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Colm Holmes is president and CEO of Aviva Canada.

When a car is classified as a write-off, that usually means it’s time for a new one. As many consider Ontario’s system of auto insurance regulation as badly broken, could the same guidance be applied here?

Ontario drivers continue to pay among the highest rates in Canada – particularly in the Greater Toronto Area – and they deserve relief from the repeated frustration of increasing rates annually.

We welcome the recent actions by the Ontario government and the province’s Financial Services Regulatory Authority of Ontario. The announcement of a public consultation on the auto insurance system – asking Ontarians to submit their views – is a great opportunity to get to the heart of the issue and, most important, sets the stage for genuine reform. Consumers deserve to have more choice, innovative products, in a system that is free from fraud and abuse. True change does not come from tinkering around the edges, because a new paint job doesn’t matter if your car is a total write-off.

Imagine an insurance policy that is simpler and easier to use, and easier to understand. Do we really need more than 600 government regulations to govern auto insurance in Ontario? How does today’s consumer benefit from them? By eliminating red tape and complexity, we could better manage costs that are ultimately borne by the consumer.

Embracing technology is one surefire way to kill some of the complexity involved in insurance today. For example, we have long advocated for digital proof of insurance to replace those pink liability insurance cards, similar to what is available so far in Nova Scotia and in the vast majority of U.S. states. After all, if today’s new cars are loaded with all sorts of technology, why can’t its driver be afforded the same benefits to modernity? If the slow path to implement digital proof of insurance is any indication, we will continue to struggle to adopt more innovative technologies that could make the process of buying and claiming on insurance more efficient and more convenient for the customers who use it.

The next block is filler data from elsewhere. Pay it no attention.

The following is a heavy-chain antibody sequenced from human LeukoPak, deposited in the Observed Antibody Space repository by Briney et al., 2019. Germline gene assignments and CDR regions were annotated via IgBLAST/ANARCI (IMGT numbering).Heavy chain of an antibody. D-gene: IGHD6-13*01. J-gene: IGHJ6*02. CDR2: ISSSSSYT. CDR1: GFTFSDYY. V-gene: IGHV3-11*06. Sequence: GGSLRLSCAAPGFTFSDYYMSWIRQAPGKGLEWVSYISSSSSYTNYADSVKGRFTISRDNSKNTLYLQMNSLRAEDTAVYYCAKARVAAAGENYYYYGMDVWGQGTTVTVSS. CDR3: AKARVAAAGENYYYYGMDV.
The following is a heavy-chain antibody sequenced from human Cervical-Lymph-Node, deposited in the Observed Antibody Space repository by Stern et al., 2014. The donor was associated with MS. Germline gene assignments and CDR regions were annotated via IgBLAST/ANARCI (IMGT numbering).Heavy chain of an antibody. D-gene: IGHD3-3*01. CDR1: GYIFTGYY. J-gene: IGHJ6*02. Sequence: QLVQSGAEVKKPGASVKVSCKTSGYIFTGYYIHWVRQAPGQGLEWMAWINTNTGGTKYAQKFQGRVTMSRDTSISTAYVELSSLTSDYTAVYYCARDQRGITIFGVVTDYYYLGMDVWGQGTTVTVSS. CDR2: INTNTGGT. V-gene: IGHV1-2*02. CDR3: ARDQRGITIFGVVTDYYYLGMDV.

More choice and a greater range of options should be available for consumers when they are buying auto insurance. When you buy a car, you can choose among a number of options at a number of price points. You can add features or decline them. You can choose what is important to you, and what you are willing to pay extra for. Every vehicle must still meet a certain standard and while the industry is regulated, we’re not all forced to drive the same make and model of car. Yet, when it comes to auto insurance, the government mandates practically every aspect of the product we offer – from the coverage available to the price that is charged.

Customers are not permitted to opt out of coverages even if they already have similar protection through other products such as life insurance, extended health-care insurance or disability insurance. This is cumbersome, expensive and unnecessary. Eliminating this duplication could reduce the cost of insurance for many drivers – enabling them to purchase the right amount of coverage for their life stage and lifestyle.

When it comes to pricing, the current rate regulation process adds costs and delays. It hinders insurers’ ability to innovate and react to market conditions; and it stops us from offering more competitive pricing for those who deserve it. Most jurisdictions have moved on from this type of strict rate regulation, because the added bureaucracy does nothing to lower the cost of insurance. In a free-market economy, consumer choice creates competition, which leads to innovation and tends to drive prices lower. Yet in our current system in Ontario, that choice is not allowed. In terms of insurance products and innovation, we all are forced to buy the same car.

While the global financial services industry is evolving through innovation and advanced technologies, the insurance industry struggles to innovate. Simply put, Canadians are not benefiting from the emerging technologies in the global insurance industry because overregulation prevents innovation.

These types of reforms should not be seen as merely a lofty ambition. We owe it to drivers in Ontario to break the status quo. We must create a better system – and that starts with imagining how it could be, not just complaining about how it is.

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